A pair of saber-toothed cat fossils were recently discovered in the hills just north of Las Vegas.
According to RGJ.com, the two fossils were found by a research team from the San Bernardino County Museum of California in June. Researchers have now identified the fossils as two front leg bones of a saber-tooth cat.
Kathleen Springer, a senior curator for the museum, said that the team was confident that saber-toothed tigers once roamed the Las Vegas area despite the fact that a fossil had never been found. Mammoths, camels, and bison all roamed the area, and researchers have long believed that the animals were preyed upon by the saber-toothed tiger.
“We knew it had to be there. There was all this amazing lunch everywhere.”
Springer said that the saber-toothed cat fossils are the first to be found in the area. The research team initially thought that they may belong to a mountain lion, but Eric Scott, the museum’s curator of paleontology, said that “they were way too big” to be from a modern cat.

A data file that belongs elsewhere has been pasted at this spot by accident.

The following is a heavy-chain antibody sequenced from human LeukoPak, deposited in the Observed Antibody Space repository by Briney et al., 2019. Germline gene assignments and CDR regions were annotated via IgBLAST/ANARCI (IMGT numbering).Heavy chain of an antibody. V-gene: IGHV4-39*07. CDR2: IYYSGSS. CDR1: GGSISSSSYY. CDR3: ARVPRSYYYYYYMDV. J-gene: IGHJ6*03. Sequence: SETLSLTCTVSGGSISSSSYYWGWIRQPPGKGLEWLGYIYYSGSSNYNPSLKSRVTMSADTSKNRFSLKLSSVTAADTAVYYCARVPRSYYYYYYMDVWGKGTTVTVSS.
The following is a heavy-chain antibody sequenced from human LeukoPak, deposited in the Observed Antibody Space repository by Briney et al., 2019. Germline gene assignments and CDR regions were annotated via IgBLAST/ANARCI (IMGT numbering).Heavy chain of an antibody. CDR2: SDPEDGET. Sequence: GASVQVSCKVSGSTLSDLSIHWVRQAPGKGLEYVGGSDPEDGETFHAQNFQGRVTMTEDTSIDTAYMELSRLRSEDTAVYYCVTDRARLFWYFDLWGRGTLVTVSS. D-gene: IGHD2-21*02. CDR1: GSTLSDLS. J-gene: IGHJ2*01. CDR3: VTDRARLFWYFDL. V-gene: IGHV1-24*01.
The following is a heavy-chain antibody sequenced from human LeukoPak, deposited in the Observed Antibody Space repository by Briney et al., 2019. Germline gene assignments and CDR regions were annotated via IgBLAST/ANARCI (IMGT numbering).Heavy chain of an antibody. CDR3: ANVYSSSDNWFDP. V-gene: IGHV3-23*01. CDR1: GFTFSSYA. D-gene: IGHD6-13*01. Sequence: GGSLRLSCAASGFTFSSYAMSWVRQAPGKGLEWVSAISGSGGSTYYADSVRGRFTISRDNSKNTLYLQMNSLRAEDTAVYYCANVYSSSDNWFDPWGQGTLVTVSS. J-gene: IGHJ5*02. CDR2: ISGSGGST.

Scott compared the bones to other modern day animals but then decided to look at the fossils of extinct animals. He brought the fossils to the Page Museum at the La Brea Tar Pits in Los Angeles and discovered that he was holding a pair of saber-toothed cat fossils.
Scott said, “To come up with a meat-eater (fossil) at all is unusual. It showcases the significance of the site, even in terms of the rare animals … We’re pretty excited about it.”
According to Boston.com, the saber-toothed cat fossils found in Las Vegas are believed to be about 15,590 years old.